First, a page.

Take the 2-minute tour ×
Unix & Linux Stack Exchange is a question and answer site for users of Linux, FreeBSD and other Un*x-like operating systems.. It's 100% free, no registration required.

This question already has an answer here:

This is part of a bash find loop, and I wondered which is more correct syntax and why?

filename="$(echo "$i" | cut -c5-)";
filename=`echo "$i" | cut -c5-`;

Both function for the purpose of getting the file name.

share|improve this question

marked as duplicate by cuonglm, polym, goldilocks, Ramesh, Anthon Aug 1 at 15:35

This question has been asked before and already has an answer. If those answers do not fully address your question, please ask a new question.

    
You might want to look at google-styleguide.googlecode.com/svn/trunk/shell.xml. I changed a few things for my own environment, but it will give an excellent starting point. –  Walter A Aug 1 at 12:37
    
That's great; it will help my scripts become much more maintainable and help me get rid of some bad habbits. –  Escher Aug 4 at 9:49

2 Answers 2

up vote 5 down vote accepted

The Bash manual notes that:

The POSIX $() form of command substitution is implemented (see Command Substitution), and preferred to the Bourne shell’s `` (which is also implemented for backwards compatibility).

So $(...) is preferred over `...` in anything new and Bash-specific you're writing¹. Backtick substitution doesn't nest well (you have to escape them), and has some slightly odd quoting behaviour. You can nest $(... $(...) ...) arbitrarily much without issue. The manual describes the behaviour of the two as:

When the old-style backquote form of substitution is used, backslash retains its literal meaning except when followed by ‘$’, ‘`’, or ‘\’. The first backquote not preceded by a backslash terminates the command substitution. When using the $(command) form, all characters between the parentheses make up the command; none are treated specially.

It's usually considered best practice to quote all string expansions to avoid word-splitting issues, including in places where it isn't strictly required, so "$(...)" is also better practice here.

Finally, two relevant parts from that same wooledge page:

  • It's also time you forgot about `...`. It isn't consistent with the syntax of Expansion and is terribly hard to nest without a dose of painkillers. Use $(...) instead.
  • And for heaven's sake, "Use more quotes!" Protect your strings and parameter expansions from word splitting. Word splitting will eat your babies if you don't quote things properly.

¹Actually, even in POSIX sh scripts, these are considered best practice. There are still weaker shells around, but you'll know if you're going to encounter them.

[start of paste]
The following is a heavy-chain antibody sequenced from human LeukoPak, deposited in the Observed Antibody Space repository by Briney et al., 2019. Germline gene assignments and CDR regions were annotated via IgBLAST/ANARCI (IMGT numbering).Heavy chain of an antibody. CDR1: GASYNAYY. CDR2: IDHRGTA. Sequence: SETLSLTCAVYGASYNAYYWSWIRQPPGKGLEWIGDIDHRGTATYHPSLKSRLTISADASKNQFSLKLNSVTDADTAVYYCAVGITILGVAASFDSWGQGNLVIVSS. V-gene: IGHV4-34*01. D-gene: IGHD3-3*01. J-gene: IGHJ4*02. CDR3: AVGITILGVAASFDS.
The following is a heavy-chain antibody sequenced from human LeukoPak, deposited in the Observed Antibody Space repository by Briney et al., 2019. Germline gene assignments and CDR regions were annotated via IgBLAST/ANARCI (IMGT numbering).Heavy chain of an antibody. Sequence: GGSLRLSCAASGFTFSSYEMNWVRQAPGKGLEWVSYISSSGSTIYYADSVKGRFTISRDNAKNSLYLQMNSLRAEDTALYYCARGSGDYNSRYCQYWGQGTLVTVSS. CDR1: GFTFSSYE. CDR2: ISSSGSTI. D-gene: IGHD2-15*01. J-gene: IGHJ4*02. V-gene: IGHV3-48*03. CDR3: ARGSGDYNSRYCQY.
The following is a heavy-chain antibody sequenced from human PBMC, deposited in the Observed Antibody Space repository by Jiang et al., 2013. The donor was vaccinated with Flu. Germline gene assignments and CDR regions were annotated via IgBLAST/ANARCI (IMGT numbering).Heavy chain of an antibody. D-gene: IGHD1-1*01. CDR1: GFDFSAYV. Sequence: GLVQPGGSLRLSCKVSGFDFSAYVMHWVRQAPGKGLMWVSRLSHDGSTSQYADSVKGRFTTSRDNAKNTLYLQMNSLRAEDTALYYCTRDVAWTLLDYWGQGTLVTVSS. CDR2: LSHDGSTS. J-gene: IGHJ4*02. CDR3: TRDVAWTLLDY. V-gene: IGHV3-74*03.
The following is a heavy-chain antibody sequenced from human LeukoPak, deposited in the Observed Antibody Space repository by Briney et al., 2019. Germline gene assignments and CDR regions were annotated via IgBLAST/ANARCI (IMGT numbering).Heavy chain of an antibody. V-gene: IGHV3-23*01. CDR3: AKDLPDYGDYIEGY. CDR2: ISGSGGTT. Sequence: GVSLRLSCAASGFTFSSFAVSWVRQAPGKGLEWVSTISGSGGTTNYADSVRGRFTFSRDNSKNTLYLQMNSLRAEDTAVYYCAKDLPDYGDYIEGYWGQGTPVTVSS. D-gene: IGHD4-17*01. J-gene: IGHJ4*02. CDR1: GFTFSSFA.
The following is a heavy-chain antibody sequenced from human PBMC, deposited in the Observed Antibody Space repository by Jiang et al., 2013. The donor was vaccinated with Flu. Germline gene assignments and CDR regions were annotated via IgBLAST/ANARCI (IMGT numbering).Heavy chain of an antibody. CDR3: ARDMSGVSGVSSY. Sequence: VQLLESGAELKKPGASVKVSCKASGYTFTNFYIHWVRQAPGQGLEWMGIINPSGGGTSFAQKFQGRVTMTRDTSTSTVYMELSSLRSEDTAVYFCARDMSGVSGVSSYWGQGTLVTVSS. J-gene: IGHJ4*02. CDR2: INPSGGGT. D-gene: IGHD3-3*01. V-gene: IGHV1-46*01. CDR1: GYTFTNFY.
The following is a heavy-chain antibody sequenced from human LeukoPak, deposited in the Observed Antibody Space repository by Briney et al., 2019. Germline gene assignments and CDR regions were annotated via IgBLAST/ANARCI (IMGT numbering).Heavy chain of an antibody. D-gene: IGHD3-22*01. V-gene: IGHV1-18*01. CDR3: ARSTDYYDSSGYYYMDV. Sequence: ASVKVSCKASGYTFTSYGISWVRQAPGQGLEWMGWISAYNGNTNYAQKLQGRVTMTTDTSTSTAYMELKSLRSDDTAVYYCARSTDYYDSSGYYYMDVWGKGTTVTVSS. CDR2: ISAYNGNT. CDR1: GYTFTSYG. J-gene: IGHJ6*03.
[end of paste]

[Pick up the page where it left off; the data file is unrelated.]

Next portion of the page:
share|improve this answer
    
In the Bourne-shell family, only the Bourne shell doesn't support `...`. Even the original version of ash (initially a free reimplementation of the Bourne shell in 1989) supported $(...). –  Stéphane Chazelas Aug 1 at 11:05
1  
Note that it's not only word splitting. It's word splitting and globbing (filename generation). Leaving a command/variable substitution unquoted is the split+glob operator. (that operator only applies in list contexts though, so not in the assignment to a scalar variable). –  Stéphane Chazelas Aug 1 at 11:07

A comment about good-practice in your code not related to `...` vs $(...):

In

filename="$(echo "$i" | cut -c5-)"

There are at least 4 potential caveats (minor unless there's an incentive to exploit them):

  • You can't use echo for arbitrary data as you may get (depending on the echo implementation or environment) problems with values of $i that start with - or contain backslashes. Best is to use printf (here printf '%s\n' "$i") when dealing with arbitrary data.
  • cut and most text filtering utility are not very appropriate for dealing with file paths because they act on every line of their input. So here, you're taking the first 4 characters off every line of $i (newline is as valid a character as any in file names). Best is to use filename=${i#????} (though you may also want to take into account cases where $i contains fewer than 4 characters).
  • command substitution (either `...` or $(...)) removes every trailing newline character from the output of the command. So if $i ends in newline characters, you'll miss them in $filename. ${i#????} also works around that.
  • cut -c5- or ${i#????} removes 4 characters. Beware that in some locales, characters can be made of several bytes. You may want to take that into account. (also note that GNU cut doesn't support multi-byte characters yet (cut -c is the same as cut -b)).
share|improve this answer

Not the answer you're looking for? Browse other questions tagged or ask your own question.